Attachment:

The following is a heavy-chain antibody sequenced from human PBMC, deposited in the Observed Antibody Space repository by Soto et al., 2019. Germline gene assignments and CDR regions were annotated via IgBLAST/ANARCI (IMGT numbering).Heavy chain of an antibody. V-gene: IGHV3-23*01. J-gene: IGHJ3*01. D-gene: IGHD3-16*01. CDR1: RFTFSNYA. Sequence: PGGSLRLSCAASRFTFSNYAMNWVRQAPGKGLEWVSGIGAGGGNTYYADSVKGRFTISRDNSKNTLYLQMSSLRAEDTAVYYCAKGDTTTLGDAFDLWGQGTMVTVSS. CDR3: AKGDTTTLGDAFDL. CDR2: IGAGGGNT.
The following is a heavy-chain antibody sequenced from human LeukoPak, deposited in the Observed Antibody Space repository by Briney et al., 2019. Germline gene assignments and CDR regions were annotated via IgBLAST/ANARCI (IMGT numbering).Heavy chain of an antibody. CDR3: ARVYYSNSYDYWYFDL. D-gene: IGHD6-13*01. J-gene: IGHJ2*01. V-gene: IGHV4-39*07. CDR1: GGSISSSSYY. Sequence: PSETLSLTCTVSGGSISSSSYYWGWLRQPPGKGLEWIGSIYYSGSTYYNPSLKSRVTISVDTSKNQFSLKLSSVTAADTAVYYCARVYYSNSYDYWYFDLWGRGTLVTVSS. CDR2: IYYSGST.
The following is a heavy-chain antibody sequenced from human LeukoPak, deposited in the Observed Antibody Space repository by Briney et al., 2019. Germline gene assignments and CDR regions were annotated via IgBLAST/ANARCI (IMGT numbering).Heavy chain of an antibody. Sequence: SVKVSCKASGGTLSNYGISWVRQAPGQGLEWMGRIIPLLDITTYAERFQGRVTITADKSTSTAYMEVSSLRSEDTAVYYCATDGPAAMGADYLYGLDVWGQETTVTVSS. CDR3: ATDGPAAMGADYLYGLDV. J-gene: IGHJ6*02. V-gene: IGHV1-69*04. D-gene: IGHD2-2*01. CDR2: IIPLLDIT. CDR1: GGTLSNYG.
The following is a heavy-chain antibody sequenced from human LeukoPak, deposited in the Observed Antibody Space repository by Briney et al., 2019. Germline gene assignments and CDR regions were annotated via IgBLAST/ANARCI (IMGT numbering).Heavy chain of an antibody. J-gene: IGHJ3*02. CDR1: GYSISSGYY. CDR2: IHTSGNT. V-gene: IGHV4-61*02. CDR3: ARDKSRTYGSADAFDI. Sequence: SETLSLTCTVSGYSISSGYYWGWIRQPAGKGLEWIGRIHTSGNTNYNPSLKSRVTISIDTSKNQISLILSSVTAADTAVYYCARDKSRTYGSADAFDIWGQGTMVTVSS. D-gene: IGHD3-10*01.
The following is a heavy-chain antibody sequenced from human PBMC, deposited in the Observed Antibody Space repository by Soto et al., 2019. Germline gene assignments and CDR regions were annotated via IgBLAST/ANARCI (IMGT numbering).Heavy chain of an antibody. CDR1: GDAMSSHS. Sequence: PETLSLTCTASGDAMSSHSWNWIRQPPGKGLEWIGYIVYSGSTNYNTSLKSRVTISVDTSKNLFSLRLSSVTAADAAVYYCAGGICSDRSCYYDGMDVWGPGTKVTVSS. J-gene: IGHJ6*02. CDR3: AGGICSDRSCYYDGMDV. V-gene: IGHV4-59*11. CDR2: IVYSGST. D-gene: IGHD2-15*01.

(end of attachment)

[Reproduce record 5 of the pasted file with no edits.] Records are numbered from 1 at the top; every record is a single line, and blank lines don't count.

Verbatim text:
The following is a heavy-chain antibody sequenced from human PBMC, deposited in the Observed Antibody Space repository by Soto et al., 2019. Germline gene assignments and CDR regions were annotated via IgBLAST/ANARCI (IMGT numbering).Heavy chain of an antibody. CDR1: GDAMSSHS. Sequence: PETLSLTCTASGDAMSSHSWNWIRQPPGKGLEWIGYIVYSGSTNYNTSLKSRVTISVDTSKNLFSLRLSSVTAADAAVYYCAGGICSDRSCYYDGMDVWGPGTKVTVSS. J-gene: IGHJ6*02. CDR3: AGGICSDRSCYYDGMDV. V-gene: IGHV4-59*11. CDR2: IVYSGST. D-gene: IGHD2-15*01.